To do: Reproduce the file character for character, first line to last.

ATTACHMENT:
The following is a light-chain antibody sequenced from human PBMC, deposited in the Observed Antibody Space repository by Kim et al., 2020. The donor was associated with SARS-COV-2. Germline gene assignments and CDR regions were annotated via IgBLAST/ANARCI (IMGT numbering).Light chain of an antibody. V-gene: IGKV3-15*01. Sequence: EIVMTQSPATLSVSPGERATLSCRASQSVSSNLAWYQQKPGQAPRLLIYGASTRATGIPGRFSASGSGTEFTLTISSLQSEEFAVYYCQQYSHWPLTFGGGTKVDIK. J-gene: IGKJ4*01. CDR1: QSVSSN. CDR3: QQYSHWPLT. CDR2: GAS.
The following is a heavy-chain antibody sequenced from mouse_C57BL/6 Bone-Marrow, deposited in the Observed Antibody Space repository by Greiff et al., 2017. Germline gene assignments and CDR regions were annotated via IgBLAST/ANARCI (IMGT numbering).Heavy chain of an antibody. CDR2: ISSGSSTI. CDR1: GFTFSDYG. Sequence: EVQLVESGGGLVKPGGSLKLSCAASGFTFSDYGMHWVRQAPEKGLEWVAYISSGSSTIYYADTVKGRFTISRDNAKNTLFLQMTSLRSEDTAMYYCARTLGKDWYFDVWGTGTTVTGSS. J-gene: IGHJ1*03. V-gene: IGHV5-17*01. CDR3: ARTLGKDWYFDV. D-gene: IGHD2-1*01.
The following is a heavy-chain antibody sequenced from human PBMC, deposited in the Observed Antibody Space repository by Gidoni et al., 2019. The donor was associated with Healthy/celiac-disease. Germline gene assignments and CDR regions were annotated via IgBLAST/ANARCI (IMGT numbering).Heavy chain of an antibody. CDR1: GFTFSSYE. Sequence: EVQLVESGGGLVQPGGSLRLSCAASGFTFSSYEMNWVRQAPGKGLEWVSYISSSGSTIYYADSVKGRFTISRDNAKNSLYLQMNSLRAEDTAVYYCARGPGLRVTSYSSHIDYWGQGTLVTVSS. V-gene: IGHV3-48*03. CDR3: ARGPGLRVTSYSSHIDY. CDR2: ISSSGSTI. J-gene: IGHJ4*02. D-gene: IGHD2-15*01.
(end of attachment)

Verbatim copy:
The following is a light-chain antibody sequenced from human PBMC, deposited in the Observed Antibody Space repository by Kim et al., 2020. The donor was associated with SARS-COV-2. Germline gene assignments and CDR regions were annotated via IgBLAST/ANARCI (IMGT numbering).Light chain of an antibody. V-gene: IGKV3-15*01. Sequence: EIVMTQSPATLSVSPGERATLSCRASQSVSSNLAWYQQKPGQAPRLLIYGASTRATGIPGRFSASGSGTEFTLTISSLQSEEFAVYYCQQYSHWPLTFGGGTKVDIK. J-gene: IGKJ4*01. CDR1: QSVSSN. CDR3: QQYSHWPLT. CDR2: GAS.
The following is a heavy-chain antibody sequenced from mouse_C57BL/6 Bone-Marrow, deposited in the Observed Antibody Space repository by Greiff et al., 2017. Germline gene assignments and CDR regions were annotated via IgBLAST/ANARCI (IMGT numbering).Heavy chain of an antibody. CDR2: ISSGSSTI. CDR1: GFTFSDYG. Sequence: EVQLVESGGGLVKPGGSLKLSCAASGFTFSDYGMHWVRQAPEKGLEWVAYISSGSSTIYYADTVKGRFTISRDNAKNTLFLQMTSLRSEDTAMYYCARTLGKDWYFDVWGTGTTVTGSS. J-gene: IGHJ1*03. V-gene: IGHV5-17*01. CDR3: ARTLGKDWYFDV. D-gene: IGHD2-1*01.
The following is a heavy-chain antibody sequenced from human PBMC, deposited in the Observed Antibody Space repository by Gidoni et al., 2019. The donor was associated with Healthy/celiac-disease. Germline gene assignments and CDR regions were annotated via IgBLAST/ANARCI (IMGT numbering).Heavy chain of an antibody. CDR1: GFTFSSYE. Sequence: EVQLVESGGGLVQPGGSLRLSCAASGFTFSSYEMNWVRQAPGKGLEWVSYISSSGSTIYYADSVKGRFTISRDNAKNSLYLQMNSLRAEDTAVYYCARGPGLRVTSYSSHIDYWGQGTLVTVSS. V-gene: IGHV3-48*03. CDR3: ARGPGLRVTSYSSHIDY. CDR2: ISSSGSTI. J-gene: IGHJ4*02. D-gene: IGHD2-15*01.